It is hard for me to put complete trust in God because I have what the world tells me is all I need. In a sense, I don’t NEED God to make it through this life. But of course, I NEED God to make it into the life that really matters. I NEED God to enter the heavenly country. God has prepared for me a city, and he wants me to live an unashamed life of worship and proclamation of his name, whether or not I have been afforded great blessings in this life.

New Thoughts on a New Year

The Least Interesting Blog on Earth

My mother might be the most amazing woman I have ever met. Juggling 3 kids, a husband, and a job teaching at one of the top public institutions while quickly becoming a renowned thinker on social entrepreneurship, she certainly keeps busy. She’s the last one to go to bed and the first one up, and I can’t remember the last time she missed one of our sporting events or concerts. She is literally a superhero in a pantsuit.

She and I are built very similarly. We are task oriented and goal driven. We love making lists and setting benchmarks. Because of our similar makeup, we also butt heads a lot. Our ultra competitive natures make it a challenge when we disagree on something because neither wants to back down or give an inch. Our disagreements can last for days but we always manage to make up and move on. The…

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Reading Genesis 1 “Literally”

This is a perfect example of how context is so important in reading ancient texts, especially the Bible. The Bible wasn’t written with our modern worldview in mind but was written based upon what the writer understood. Check it out:

Scribalishess

Reading Genesis 1 “Literally”

Most people who claim they read Genesis 1 “literally” don’t. They believe that what they believe about Genesis 1 is literal. But they aren’t reading Genesis 1 literally.

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Why I’m a Sucky Reader

Christmas break came at exactly the right time. My classes began to feel stale. The professors gave lengthy lectures to cram the rest of the information in. And I was ready for a break. I was excited to get back home, sleep a lot, eat a lot, and read a book for fun.

I had done so much academic reading over the course of my first college semester that I was pumped to be able to turn the pages of a good novel. A novel that grips me and won’t let me retire after a chapter ends. Something that I can get lost in and not only be interested in mining its content. But something was wrong.

My first book was William Golding’s famous Lord of the Flies. It had been sitting in my dorm room desk for the entire semester, begging to be opened. I like to say that I didn’t have enough free time to read, but what it really came down to is that I wanted my free time to be spent doing other things since so much of my classwork was reading. But what I failed to realize is, that like all good things, reading is a talent that has to be practiced in order to be maintained and developed. My reading at school was largely done in order to complete an assignment, find a necessary bit of information, or understand/respond to an argument. This sort of reading isn’t conducive to the kind of reading that lets you get lost in a book.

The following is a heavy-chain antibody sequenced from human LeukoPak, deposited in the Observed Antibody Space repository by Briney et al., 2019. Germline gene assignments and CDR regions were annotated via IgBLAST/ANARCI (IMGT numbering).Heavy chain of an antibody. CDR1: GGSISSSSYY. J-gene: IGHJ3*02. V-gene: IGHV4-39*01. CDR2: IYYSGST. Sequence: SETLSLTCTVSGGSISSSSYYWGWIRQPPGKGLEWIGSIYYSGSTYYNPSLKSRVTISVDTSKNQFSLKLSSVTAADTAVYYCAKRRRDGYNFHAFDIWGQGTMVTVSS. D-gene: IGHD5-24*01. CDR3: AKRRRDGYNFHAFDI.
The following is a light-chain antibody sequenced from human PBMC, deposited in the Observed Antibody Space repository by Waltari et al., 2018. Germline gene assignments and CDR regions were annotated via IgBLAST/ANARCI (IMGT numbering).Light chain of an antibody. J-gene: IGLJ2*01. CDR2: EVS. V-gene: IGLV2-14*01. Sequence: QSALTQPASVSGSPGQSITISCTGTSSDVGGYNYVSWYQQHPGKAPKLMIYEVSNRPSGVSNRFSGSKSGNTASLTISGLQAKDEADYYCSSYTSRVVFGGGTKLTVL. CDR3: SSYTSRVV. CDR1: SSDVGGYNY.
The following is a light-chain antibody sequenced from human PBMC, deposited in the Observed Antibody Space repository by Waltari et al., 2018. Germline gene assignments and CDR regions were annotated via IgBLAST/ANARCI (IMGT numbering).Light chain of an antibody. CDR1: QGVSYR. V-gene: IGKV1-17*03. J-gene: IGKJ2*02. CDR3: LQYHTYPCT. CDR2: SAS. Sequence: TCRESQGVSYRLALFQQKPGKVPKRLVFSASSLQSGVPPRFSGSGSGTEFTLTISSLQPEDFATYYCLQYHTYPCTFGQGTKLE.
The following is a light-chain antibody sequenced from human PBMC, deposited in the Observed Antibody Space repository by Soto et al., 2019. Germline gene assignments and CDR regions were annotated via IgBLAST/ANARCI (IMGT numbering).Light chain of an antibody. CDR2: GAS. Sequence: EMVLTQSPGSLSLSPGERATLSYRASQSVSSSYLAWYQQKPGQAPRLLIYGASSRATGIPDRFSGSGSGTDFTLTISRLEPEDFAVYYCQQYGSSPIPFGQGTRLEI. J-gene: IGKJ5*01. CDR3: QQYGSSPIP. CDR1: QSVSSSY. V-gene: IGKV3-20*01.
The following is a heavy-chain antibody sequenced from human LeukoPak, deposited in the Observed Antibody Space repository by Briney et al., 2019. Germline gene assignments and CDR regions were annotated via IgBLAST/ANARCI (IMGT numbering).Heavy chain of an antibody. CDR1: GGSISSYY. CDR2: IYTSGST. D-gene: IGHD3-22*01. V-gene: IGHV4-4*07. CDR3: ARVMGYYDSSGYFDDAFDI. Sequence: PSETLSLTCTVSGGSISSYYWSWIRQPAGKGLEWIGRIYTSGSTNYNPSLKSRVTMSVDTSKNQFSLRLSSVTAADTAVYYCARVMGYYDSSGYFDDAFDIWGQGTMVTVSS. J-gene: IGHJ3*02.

I’m still working on Lord of the Flies, though I am nearly finished. And don’t get me wrong – I have really enjoyed the book, but it has, at times, been a laborious process. And here I do not mean it has been laborious in the sense that I am fondling every detail and making notes on themes and character developments, I mean going back and rereading a page because I didn’t digest a single bit of information laborious. My eyes see the words while my brain wanders into other realms.

You may have read the book The Shallows: What the Internet is Doing to our Brains by Nicholas Carr. Carr describes how our technologically savvy generation is far less able to keep their brains concentrated on a single task because of how much multi-tasking goes on in our day to day life. I won’t go too far into this, but I think, as does Carr, that this directly affects our ability to read literature. When I’m reading, I may also be texting someone, checking my twitter, and doing other things. How can I expect to be taken into the world of literature if I have so many things keeping me in my world? 

One might ask why this is even important. Aren’t books only information to be attained? Isn’t it more efficient to get the information and not have to worry about such trivial things as the style and motifs of a novel? I vehemently disagree with both of these statements. Literature is art and art is beauty. The way the plot of a novel moves forward with the development of the characters and the themes that traverse all of it is in fact beautiful. Right now, I am only experiencing that beauty on a superficial level, unable to dive into the literature because of my lack of practice and my distractions.

I’ll post a follow-up to this at the end of Christmas break and report on how isolating myself from social media during reading is affecting my comprehension. I need to stay concentrated during my reading and keep myself reading regularly. If any of what I’ve said resonates with you, I’d encourage you to try and do the same.